National conservatism is a variant of conservatism common in Europe and Asia that concentrates on upholding national and cultural identity, while mixing conservative elements with purely nationalist ones. It shares characteristics with traditionalist conservatism and social conservatism given how the three variations focus on preservation and tradition. As national conservatism seeks to preserve national interests, traditional conservatism emphasizes ancestral institutions and social conservatism.
National conservative parties often have roots in environments with a rural, traditionalist or peripheral basis, contrasting with the more urban support base of liberal conservative parties. In Europe, most embrace some form of Euroscepticism. The majority of conservative parties in post-communist Central and Eastern Europe since 1989 have been national conservative.
According to an article by Titus Techera, national conservatives believe that the national conservatism, not the EU, is the legitimate heir of the Cold War victory achieved by Reagan and Pope John Paul II. Techera states that “National conservatives tend to fulfill a negative defensive role: To protect reasonable politics from the attacks of elite institutions, especially EU and NATO, but it’s not obvious whether they want to discredit the EU as such and transform Europe could retain the necessary enthusiasm and urgency playing for what might seem like low stakes. This leaves national conservatives with one possible role in the new politics of national conservatism: National identity is now in crisis in many countries, and the question about who we are requires answering.”
Techera says that the primary fear animating national conservatives in Europe is the slow-building but seemingly inexorable population collapse of the continent, coupled with the already obvious population explosion of Muslims and sub-Saharan Africans. “Even if the US faces no exact parallel to this threat, Trump has shown eloquently that many Americans themselves become indignant faced with immigrant caravans. According to national conservatives, in Europe, the problem could become much more serious,” writes Techera and adds that “After all, France and Germany already face significant difficulty in governing—and even policing—segments of their immigrant population. This situation could grow worse, since it’s not obvious that elites in the EU are willing to defend the rule of law and take citizenship at the various national levels seriously.”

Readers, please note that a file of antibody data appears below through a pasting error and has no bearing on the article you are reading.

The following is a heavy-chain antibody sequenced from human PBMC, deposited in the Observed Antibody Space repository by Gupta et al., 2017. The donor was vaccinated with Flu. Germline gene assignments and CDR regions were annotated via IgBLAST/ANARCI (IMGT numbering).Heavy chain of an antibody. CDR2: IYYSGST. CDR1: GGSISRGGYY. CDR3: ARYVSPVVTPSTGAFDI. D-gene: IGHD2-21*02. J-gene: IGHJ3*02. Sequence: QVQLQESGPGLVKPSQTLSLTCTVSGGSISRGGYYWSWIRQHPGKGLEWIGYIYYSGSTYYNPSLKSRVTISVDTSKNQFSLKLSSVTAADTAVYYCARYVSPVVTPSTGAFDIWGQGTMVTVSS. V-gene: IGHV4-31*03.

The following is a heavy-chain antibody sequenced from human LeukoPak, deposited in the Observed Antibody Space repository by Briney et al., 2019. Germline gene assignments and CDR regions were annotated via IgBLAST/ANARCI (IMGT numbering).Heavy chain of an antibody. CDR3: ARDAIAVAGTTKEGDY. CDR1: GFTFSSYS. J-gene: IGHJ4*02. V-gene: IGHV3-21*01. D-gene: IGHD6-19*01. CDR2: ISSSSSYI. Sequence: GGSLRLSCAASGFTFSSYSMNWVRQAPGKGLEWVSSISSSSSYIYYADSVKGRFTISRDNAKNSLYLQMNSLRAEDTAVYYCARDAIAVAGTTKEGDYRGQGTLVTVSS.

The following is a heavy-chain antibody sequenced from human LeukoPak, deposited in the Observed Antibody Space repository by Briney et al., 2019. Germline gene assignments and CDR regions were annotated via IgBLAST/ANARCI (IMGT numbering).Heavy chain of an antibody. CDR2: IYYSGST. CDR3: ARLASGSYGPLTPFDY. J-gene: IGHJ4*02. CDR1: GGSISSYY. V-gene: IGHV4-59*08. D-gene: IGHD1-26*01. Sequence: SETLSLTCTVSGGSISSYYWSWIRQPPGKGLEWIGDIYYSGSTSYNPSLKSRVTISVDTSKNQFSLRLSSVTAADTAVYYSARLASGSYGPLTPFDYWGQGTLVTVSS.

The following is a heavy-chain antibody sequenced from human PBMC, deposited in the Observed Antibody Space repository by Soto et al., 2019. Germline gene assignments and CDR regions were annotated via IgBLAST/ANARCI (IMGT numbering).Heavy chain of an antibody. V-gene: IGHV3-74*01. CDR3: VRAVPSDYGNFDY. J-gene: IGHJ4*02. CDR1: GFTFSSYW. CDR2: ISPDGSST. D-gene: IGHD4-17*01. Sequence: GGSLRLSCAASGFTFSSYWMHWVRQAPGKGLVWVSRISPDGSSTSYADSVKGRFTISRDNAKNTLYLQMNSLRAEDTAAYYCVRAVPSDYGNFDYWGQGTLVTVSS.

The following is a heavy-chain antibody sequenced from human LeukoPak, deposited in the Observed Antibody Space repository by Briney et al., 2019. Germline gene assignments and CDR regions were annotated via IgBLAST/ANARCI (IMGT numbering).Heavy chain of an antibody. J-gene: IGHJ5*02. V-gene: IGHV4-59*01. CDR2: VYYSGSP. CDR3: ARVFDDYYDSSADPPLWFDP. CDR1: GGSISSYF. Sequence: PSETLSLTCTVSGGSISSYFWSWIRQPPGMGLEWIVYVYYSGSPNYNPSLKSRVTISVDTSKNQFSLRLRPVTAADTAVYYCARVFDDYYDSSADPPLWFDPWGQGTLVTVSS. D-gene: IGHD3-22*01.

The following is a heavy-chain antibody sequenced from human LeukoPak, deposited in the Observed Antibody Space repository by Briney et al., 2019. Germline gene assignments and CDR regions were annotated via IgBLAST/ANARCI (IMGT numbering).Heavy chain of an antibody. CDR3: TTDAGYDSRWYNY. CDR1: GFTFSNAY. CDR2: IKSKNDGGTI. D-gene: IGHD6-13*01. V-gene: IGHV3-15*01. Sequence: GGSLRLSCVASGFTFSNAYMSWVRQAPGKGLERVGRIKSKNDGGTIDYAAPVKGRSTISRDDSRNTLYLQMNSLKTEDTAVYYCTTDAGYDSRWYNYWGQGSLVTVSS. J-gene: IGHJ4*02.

While national conservatives might seem to share populism’s critique of the ruling class, they diverge on the difference between governance and representation, according to an article by Alexis Carre. “Populists ask whether governing elites really resemble those they govern. National conservatives, however, seek to install new elites, fearing the populists’ desired fusion of representation and governance. Political decisions must be not only legitimate, but also correct. So, leaders must have specific virtues to make the right decisions,” writes Carre.
To Carre, rather than transform the structures of political institutions, national conservatism aims to change the character of democratic regime by changing the character of the people in charge of its functioning. “Current elites oppose this project at their own risk,” says Carre and adds “The strong measures that are necessary for the preservation of our regime require a restored faith in the electoral system as a source of legitimacy. National conservatism allows this by transforming the anti-elitism inherent to populism into a posture that makes its integration within the political game much easier.”
According to an article by Iain Murray, today what we see as a European rise in populism is actually resurgent nationalist conservatism. He asserts that “European conservatism has a character different from American conservatism, as Hayek noted, as in America the tradition to be defended is liberty (the same is true, to a different degree, of British conservatism). In continental Europe, the tradition is a darker form of nationalism. Long held back, it is my contention that this ideology has been allowed to flourish by simultaneous crack-ups in what have been the two dominant political ideologies of recent decades – social democracy and transnational liberalism.”
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